# Formation of precipitate

## Homework Statement

Strontium Nitrate + Ammonium Hydroxide =

## Homework Equations

Finding net ionic equation

## The Attempt at a Solution

Balanced Equation:
Sr(NO3)2(aq) + NH4OH (aq) = Sr(OH)2(aq) + NH4NO3 there is no precipitate correct? I will not need to find the net-ionic equation.

## Answers and Replies

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SteamKing
Staff Emeritus
Homework Helper

## Homework Statement

Strontium Nitrate + Ammonium Hydroxide =

## Homework Equations

Finding net ionic equation

## The Attempt at a Solution

Balanced Equation:
Sr(NO3)2(aq) + NH4OH (aq) = Sr(OH)2(aq) + NH4NO3 there is no precipitate correct? I will not need to find the net-ionic equation.
Not all hydroxides are water-soluble:

https://en.wikipedia.org/wiki/Strontium_hydroxide

SteamKing
Staff Emeritus
Homework Helper
I was doing a lab today and no precipitate formed.
Well, it all depends on how much Sr hydroxide you made and how much water there is.

The solubility figures for Sr hydroxide are given in the Wiki article.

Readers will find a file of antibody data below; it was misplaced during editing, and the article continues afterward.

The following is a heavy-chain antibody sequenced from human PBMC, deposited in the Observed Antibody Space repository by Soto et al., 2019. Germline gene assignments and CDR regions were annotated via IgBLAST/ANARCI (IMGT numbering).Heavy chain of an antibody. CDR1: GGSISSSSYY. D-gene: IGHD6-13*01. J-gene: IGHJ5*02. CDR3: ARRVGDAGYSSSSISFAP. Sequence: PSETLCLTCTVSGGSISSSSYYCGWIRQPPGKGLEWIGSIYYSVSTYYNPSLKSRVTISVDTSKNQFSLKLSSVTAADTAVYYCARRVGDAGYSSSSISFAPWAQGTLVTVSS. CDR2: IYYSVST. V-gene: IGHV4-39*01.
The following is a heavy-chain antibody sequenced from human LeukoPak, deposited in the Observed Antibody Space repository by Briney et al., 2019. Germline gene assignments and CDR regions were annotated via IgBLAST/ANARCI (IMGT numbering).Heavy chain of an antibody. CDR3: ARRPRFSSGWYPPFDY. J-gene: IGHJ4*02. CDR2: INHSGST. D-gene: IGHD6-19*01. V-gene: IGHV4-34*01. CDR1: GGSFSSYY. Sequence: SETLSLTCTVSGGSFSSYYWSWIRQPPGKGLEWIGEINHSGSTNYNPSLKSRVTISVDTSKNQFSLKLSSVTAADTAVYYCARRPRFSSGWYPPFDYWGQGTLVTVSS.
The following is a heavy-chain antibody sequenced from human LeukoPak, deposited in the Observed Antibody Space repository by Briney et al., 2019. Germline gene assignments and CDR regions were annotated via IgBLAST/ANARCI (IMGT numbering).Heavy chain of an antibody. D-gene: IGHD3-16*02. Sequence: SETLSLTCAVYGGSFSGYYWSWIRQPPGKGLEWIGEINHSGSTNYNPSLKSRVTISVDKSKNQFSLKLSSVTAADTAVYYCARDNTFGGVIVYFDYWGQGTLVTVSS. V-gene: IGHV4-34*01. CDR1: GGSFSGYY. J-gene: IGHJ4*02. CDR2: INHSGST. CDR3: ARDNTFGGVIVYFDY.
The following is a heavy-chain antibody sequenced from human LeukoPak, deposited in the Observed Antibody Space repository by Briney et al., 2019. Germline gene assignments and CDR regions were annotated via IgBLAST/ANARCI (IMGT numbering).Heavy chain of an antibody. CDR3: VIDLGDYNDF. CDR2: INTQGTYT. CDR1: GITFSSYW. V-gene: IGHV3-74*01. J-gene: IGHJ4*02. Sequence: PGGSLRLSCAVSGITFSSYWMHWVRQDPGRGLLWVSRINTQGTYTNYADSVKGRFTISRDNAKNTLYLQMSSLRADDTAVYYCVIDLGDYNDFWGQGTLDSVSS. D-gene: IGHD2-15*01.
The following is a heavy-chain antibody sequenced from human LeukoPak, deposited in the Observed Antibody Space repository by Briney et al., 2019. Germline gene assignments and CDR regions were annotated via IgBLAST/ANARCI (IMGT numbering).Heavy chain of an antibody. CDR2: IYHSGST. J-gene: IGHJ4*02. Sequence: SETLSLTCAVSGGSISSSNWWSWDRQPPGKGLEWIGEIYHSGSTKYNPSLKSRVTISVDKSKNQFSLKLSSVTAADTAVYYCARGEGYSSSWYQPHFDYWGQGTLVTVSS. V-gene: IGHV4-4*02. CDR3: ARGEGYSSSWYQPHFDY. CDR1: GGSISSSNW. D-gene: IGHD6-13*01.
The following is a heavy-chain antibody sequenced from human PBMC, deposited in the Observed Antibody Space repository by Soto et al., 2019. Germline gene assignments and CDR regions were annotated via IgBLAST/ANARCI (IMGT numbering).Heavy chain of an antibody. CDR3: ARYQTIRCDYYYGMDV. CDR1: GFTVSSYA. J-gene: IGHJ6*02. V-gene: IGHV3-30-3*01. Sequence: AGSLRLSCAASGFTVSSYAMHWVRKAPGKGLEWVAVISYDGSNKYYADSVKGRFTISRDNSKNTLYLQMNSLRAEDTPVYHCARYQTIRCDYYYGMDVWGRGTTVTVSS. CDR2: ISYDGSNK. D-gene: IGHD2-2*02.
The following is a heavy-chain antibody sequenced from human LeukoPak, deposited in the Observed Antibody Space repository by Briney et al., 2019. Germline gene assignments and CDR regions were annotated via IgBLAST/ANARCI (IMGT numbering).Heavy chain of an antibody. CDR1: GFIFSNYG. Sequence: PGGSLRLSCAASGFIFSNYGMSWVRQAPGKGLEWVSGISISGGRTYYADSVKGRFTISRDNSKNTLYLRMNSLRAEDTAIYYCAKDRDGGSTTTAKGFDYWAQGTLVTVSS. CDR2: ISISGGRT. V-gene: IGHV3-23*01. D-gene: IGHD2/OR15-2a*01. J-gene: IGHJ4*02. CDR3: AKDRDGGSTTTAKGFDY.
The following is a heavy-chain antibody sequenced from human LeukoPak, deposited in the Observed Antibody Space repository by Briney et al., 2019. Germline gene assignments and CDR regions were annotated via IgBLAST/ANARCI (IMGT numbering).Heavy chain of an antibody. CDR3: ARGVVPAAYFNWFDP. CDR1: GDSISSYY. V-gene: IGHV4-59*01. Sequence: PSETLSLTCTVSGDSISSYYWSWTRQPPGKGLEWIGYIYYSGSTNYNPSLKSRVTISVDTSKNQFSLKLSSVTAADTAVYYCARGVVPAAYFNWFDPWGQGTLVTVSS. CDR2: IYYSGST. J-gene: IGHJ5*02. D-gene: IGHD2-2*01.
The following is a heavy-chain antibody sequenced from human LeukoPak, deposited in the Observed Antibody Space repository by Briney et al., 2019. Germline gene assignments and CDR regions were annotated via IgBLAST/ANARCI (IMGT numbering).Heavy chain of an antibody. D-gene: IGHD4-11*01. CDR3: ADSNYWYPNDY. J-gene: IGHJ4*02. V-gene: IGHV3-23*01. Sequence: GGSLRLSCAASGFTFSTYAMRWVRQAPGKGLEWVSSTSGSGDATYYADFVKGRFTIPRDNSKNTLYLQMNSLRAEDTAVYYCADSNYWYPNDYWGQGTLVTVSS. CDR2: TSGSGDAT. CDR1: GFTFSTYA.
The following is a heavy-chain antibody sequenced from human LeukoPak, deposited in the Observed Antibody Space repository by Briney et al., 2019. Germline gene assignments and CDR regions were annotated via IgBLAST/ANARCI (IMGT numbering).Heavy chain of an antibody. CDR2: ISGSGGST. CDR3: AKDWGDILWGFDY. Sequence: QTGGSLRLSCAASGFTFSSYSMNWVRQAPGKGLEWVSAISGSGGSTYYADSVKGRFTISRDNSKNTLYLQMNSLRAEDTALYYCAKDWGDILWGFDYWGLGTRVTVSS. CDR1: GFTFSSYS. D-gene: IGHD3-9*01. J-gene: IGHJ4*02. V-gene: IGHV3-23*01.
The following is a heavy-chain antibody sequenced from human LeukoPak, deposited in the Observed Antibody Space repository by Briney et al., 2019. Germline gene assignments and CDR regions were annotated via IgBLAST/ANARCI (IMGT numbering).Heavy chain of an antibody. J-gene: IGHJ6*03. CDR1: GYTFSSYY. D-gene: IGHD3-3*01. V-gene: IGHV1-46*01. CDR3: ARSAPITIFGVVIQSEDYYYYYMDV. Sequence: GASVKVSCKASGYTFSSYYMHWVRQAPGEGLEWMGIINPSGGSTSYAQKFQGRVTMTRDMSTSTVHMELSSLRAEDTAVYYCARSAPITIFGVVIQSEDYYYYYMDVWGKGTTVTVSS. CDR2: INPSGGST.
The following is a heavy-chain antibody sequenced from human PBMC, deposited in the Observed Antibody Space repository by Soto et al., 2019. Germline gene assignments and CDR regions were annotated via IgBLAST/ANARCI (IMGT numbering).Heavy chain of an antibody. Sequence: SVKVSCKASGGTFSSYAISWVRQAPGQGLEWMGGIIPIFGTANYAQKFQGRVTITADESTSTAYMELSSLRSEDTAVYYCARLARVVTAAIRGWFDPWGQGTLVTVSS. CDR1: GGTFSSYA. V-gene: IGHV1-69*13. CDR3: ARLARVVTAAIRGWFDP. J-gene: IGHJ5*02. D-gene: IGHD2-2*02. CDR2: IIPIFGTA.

You can contrast those solubility figures with comparable ones for ammonium nitrate:

https://en.wikipedia.org/wiki/Ammonium_nitrate

Borek
Mentor
It is rather easy to estimate.

pH of a 1 M ammonia solution is around 11.2, so [OH-] = 4.2×10-3

Different sources list different values for solubility product of Sr(OH)2, but apparently it is around 10-4.

That means using 1 M ammonia you should not expect precipitate unless concentration of the Sr2+ is around 6 M.

Using more concentrated ammonia (3 M) will shift the required Sr2+ concentration down to 1.9 M, still quite high.

No wonder you couldn't see any precipitate. For that you would need a strong base like NaOH or KOH.